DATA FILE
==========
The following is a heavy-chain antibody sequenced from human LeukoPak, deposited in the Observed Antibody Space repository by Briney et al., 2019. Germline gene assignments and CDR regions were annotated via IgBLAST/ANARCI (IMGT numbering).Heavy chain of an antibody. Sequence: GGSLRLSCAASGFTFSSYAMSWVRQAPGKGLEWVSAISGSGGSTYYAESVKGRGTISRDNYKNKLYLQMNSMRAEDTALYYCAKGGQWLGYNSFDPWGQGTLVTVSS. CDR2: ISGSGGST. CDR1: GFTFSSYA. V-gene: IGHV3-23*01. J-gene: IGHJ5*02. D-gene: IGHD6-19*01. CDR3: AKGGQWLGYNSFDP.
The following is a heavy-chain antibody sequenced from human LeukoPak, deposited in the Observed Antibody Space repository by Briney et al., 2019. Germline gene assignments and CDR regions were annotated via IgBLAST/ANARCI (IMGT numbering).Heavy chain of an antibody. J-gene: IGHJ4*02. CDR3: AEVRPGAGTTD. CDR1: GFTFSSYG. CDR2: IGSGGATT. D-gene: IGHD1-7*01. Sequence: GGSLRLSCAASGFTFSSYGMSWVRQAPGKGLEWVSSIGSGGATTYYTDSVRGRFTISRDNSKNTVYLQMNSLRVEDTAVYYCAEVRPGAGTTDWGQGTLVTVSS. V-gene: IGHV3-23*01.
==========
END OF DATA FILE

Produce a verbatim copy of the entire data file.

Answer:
The following is a heavy-chain antibody sequenced from human LeukoPak, deposited in the Observed Antibody Space repository by Briney et al., 2019. Germline gene assignments and CDR regions were annotated via IgBLAST/ANARCI (IMGT numbering).Heavy chain of an antibody. Sequence: GGSLRLSCAASGFTFSSYAMSWVRQAPGKGLEWVSAISGSGGSTYYAESVKGRGTISRDNYKNKLYLQMNSMRAEDTALYYCAKGGQWLGYNSFDPWGQGTLVTVSS. CDR2: ISGSGGST. CDR1: GFTFSSYA. V-gene: IGHV3-23*01. J-gene: IGHJ5*02. D-gene: IGHD6-19*01. CDR3: AKGGQWLGYNSFDP.
The following is a heavy-chain antibody sequenced from human LeukoPak, deposited in the Observed Antibody Space repository by Briney et al., 2019. Germline gene assignments and CDR regions were annotated via IgBLAST/ANARCI (IMGT numbering).Heavy chain of an antibody. J-gene: IGHJ4*02. CDR3: AEVRPGAGTTD. CDR1: GFTFSSYG. CDR2: IGSGGATT. D-gene: IGHD1-7*01. Sequence: GGSLRLSCAASGFTFSSYGMSWVRQAPGKGLEWVSSIGSGGATTYYTDSVRGRFTISRDNSKNTVYLQMNSLRVEDTAVYYCAEVRPGAGTTDWGQGTLVTVSS. V-gene: IGHV3-23*01.